- The Washington Times - Wednesday, January 11, 2006

The big political question for Republicans nowadays is whether they will take a hit in the midterm elections for the Jack Abramoff lobbying scandal.

As this is written, the evidence was scant it will have very much effect, if any, on how Americans will vote nearly 10 months from now. But no doubt the whole sordid mess is dramatically changing the House Republican leadership lineup, its reform agenda and how D.C. lobbying is done.

As things stand now, there will be a new House Republican leader to take Tom DeLay’s place permanently, as he battles an indictment on campaign money-laundering charges, and a new House Republican whip, a pivotal post in the party hierarchy.

At the same time, House Speaker Dennis Hastert plans to bring forth some of the toughest House ethics rules in modern memory to rein in the too-often cozy relationship between members of Congress, lobbyists and their money. That will be followed by legislation to toughen the laws governing lobbying, reporting requirements, penalties and enforcement.

The word has come from Mr. Hastert this scandal will be nuked by the Republican leadership before it further undermines the public confidence in the integrity of the Republican-run Congress. Mr. DeLay’s decision to step down from the leadership was the first step in that process.

Party leaders expect further possible repercussions if Abramoff points at members of Congress who received campaign funding from him or his associates and later did favors for his clients. Could that have a ripple effect throughout the party in the fall elections? Republican campaign strategists don’t think so.

“The bottom line is that the only people who potentially can be harmed by this are only those who are actually found guilty,” said Carl Forti, the National Republican Congressional Committee communications director. “I don’t know any member of Congress who lost because of something another member did or did not do,” Mr. Forti told me.

Still, public cynicism about Congress’ honesty and ethics is high in the wake of Abramoff’s guilty pleas on charges of tax evasion, fraud and corruption charges. A Washington Post-ABC News poll showed this week 58 percent now think the case is “evidence of widespread corruption in Washington,” versus 34 percent who say it is “limited to a few corrupt individuals.”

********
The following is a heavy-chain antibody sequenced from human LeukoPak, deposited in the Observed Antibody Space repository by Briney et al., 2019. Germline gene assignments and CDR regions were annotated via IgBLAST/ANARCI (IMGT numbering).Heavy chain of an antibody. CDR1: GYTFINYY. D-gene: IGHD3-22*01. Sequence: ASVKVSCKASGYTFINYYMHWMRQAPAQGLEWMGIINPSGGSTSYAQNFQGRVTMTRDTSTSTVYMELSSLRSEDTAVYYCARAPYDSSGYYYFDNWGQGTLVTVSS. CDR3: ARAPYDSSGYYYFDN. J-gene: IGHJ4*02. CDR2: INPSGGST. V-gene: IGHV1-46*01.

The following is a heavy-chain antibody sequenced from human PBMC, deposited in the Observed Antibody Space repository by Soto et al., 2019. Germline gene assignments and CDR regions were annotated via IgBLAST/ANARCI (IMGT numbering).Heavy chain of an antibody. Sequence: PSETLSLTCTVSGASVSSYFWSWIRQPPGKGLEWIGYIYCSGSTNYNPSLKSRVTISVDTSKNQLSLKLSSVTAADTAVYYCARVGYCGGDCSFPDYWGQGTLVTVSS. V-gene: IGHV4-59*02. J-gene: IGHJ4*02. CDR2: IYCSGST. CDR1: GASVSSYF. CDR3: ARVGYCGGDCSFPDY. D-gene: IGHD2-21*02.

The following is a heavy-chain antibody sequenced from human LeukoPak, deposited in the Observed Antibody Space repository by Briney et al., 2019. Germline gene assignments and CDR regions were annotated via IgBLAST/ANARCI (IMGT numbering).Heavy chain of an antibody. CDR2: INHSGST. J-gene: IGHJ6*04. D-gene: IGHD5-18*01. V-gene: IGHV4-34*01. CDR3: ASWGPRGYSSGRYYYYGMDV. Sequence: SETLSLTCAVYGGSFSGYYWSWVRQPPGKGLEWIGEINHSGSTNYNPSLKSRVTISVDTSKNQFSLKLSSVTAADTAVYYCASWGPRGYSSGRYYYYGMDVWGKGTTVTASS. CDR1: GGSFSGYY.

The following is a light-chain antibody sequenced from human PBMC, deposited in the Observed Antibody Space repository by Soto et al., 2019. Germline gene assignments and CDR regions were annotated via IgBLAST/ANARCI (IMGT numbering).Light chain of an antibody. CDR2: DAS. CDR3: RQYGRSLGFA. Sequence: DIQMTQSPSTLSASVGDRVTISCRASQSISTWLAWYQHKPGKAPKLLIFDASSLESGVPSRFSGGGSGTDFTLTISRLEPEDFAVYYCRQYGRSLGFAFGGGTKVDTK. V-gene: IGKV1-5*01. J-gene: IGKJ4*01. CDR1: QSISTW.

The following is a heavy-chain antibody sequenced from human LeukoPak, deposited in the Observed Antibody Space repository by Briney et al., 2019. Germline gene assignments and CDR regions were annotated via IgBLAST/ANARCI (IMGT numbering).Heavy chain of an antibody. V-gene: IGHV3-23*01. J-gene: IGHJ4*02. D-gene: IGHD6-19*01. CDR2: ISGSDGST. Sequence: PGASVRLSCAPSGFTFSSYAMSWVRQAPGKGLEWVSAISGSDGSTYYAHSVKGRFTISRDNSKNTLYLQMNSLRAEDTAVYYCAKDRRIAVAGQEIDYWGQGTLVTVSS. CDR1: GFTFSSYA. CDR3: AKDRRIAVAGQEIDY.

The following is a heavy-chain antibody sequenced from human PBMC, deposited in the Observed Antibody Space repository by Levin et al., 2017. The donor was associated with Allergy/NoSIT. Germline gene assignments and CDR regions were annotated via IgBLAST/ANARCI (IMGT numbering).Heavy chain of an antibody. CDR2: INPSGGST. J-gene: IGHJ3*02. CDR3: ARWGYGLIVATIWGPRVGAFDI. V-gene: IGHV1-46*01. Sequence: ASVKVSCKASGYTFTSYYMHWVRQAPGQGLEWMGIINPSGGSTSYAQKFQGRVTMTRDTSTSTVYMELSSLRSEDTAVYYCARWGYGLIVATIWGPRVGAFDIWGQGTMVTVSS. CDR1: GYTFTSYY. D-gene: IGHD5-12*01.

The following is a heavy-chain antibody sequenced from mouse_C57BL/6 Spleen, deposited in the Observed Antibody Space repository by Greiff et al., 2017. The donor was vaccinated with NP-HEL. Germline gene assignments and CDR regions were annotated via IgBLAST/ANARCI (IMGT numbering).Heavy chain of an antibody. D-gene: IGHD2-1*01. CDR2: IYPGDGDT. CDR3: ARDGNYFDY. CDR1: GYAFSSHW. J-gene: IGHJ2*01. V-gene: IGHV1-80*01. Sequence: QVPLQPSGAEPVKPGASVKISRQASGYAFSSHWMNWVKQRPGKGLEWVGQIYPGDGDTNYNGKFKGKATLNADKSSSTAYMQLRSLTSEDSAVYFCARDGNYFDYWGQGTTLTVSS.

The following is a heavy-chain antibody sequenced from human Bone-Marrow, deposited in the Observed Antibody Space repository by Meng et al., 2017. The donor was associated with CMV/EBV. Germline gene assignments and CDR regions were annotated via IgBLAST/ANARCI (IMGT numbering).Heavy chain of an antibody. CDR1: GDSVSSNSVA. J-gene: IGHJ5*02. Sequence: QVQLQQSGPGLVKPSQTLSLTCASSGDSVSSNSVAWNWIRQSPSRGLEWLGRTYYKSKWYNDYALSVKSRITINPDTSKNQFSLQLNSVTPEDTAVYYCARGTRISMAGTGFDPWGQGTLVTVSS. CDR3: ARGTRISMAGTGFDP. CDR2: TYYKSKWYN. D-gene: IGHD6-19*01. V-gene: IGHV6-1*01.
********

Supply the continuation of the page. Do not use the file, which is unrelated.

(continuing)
But few Americans blame Republicans alone for the scandal. Nearly three-fourths say “There isn’t much difference between [the two parties] when it comes to ethics and honesty.”

There is a slew of generic polls, however, that find more Americans saying they will vote Democratic this year, but generic polls, not based on actual candidates, are notoriously inaccurate. The same polls projected similar results in 2004 and 2002 when in fact Republicans made gains in Congress.

Nevertheless, veteran election pollsters have sent notes of warning to both parties in the unfolding scandal.

“Generic polls are not predictive at all at this point, but it’s a good indicator of the general mood of the country at this point,” said Republican pollster Whit Ayres.

“Voters will make distinctions about their own representatives and senators, regarding their own actions in connection with Mr. Abramoff. But the problem is the image of Congress, which is not healthy at the moment and which is likely to take another Democratic hit,” he said.

Democrats are vulnerable on this score, too. “The Democrats’ tendency to portray the Republican Congress as the most corrupt in years could backfire on them because clearly that opens the door to Democrats who have received money from Abramoff,” independent pollster John Zogby told me.

But most scandals are not born and do not grow in a political vacuum. There are always competing issues and factors. This is an election year with a lot of them — and big ones, too.

Pollsters I talked to in the last week tell me Iraq will have a much bigger effect on how people vote in November, along with the U.S. economy, gas prices and even the stock market.

In other words, whatever happens in the lobbying scandal, it will have to compete with some potential developments this year on several Republican-friendly fronts: The likelihood of troop withdrawals from Iraq as the Iraqi army strength grows, the Fed’s expected imminent decision to halt the interest rate rise, a stock-market bull rally boosting pension funds and a job-producing economy expected to grow 31/2 percent this year.

Meanwhile, the year’s first big political battle does not bode well for the Democrats’ future prospects. They came out this week with both guns blazing against Judge Samuel Alito’s nomination to the Supreme Court.

But the Post-ABC poll showed 53 percent of Americans believe the Senate should confirm Judge Alito, 27 percent said they should not do so and 20 percent have no opinion. Not an auspicious start for the Democrats and maybe an omen of how the 2006 elections could turn out.

Donald Lambro, chief political correspondent of The Washington Times, is a nationally syndicated columnist.

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